3 Ways Self-Employment Income Can Turn Your Real Estate Investments Into Retirement Benefits

Per the IRS, investment income is not eligible for a retirement plan contribution. So, how can you save for retirement if you make a living in real estate? Here's a strategy that many real estate professionals employ—and how it could work for you.

Jennifer Verly March 9, 2018

The IRS stipulates that only income earned from working is eligible for a retirement plan contribution. This means that investment income, such as rental income, cannot be used. One strategy used by many to work around this stipulation is to create a property management company that bills the rental partnership for its management services. This creates self-employment income, which qualifies as “earned income” and is therefore eligible for a retirement plan contribution. Some will bemoan this strategy because it also creates self-employment tax. But, in many cases, the pros of the self-employment income will far outweigh the cons of the tax. Here are three benefits of this strategy:

  • A strong retirement portfolio – Because self-employment income is eligible for a retirement plan contribution, this strategy allows you to save for retirement, even if you are, in fact, a real estate professional. And there are lots of options, ranging from a profit-sharing 401(k) to a defined benefit plan. You could even set up a self-directed IRA, which is the only type of IRA that can be invested in real estate. This means you could purchase real estate within the IRA without tax consequences.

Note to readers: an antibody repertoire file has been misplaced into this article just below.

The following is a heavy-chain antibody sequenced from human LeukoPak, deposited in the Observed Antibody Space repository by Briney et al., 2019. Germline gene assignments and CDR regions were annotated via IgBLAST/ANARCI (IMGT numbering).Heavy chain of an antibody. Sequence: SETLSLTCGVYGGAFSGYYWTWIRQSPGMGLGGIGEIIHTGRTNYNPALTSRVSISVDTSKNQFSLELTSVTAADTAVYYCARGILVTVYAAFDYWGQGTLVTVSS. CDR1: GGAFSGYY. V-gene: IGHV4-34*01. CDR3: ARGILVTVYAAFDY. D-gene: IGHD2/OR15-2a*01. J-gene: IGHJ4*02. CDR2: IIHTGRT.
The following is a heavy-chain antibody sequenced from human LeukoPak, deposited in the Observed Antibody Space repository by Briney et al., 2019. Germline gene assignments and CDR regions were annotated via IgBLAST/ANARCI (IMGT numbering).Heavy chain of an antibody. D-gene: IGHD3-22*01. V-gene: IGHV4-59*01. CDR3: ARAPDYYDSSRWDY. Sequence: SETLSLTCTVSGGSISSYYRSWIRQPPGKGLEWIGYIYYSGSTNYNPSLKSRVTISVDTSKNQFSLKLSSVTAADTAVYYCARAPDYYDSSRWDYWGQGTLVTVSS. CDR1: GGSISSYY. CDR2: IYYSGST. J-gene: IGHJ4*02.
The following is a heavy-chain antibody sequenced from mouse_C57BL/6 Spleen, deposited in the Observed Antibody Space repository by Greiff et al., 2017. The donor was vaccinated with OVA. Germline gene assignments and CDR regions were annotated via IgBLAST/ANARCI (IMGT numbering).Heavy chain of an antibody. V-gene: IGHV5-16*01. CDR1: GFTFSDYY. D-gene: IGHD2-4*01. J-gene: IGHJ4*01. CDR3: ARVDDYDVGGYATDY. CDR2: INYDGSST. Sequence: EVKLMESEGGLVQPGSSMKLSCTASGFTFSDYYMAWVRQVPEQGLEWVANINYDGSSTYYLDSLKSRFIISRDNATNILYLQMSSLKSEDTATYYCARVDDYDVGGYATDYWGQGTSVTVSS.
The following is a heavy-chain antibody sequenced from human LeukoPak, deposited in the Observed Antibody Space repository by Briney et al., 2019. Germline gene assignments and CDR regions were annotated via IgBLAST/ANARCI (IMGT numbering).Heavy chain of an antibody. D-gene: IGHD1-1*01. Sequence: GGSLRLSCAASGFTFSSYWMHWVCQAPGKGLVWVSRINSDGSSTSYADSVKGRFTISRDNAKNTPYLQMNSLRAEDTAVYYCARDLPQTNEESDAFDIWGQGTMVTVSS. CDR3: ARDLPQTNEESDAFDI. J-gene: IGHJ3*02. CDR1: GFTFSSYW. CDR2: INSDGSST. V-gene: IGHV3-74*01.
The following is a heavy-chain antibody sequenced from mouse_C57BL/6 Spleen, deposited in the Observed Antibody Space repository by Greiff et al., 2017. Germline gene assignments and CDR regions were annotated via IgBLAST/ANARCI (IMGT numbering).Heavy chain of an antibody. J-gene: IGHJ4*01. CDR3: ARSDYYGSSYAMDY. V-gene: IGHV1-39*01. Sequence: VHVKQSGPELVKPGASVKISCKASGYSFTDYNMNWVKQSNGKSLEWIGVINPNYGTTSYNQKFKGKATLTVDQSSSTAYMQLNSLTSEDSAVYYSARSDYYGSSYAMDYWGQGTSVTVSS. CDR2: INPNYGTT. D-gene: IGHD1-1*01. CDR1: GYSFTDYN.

• Health care deductions – Real estate professionals are unable to write off their health care plans, but self-employment income allows you to make health care an above-the-line deduction. In other words, if you spend $10,000 on your health care, you can write off $10,000.
  • Qualify for Social Security – If you’ve never generated earned income, you’ve never paid into Social Security. And this means you won’t qualify for Social Security when you retire. By generating self-employment income, you’re also—through self-employment tax—contributing to Social Security. Thus, you would be eligible to collect Social Security in retirement.

These three benefits may, in many cases, outweigh the detriment of self-employment tax. In other words, the potential write-offs and Social Security benefits that come along with it may justify paying a tax bill. There are so many ways you can structure this type of strategy, especially when it comes to your retirement plan contributions. It’s important to involve a tax professional to help you determine if it makes sense for you.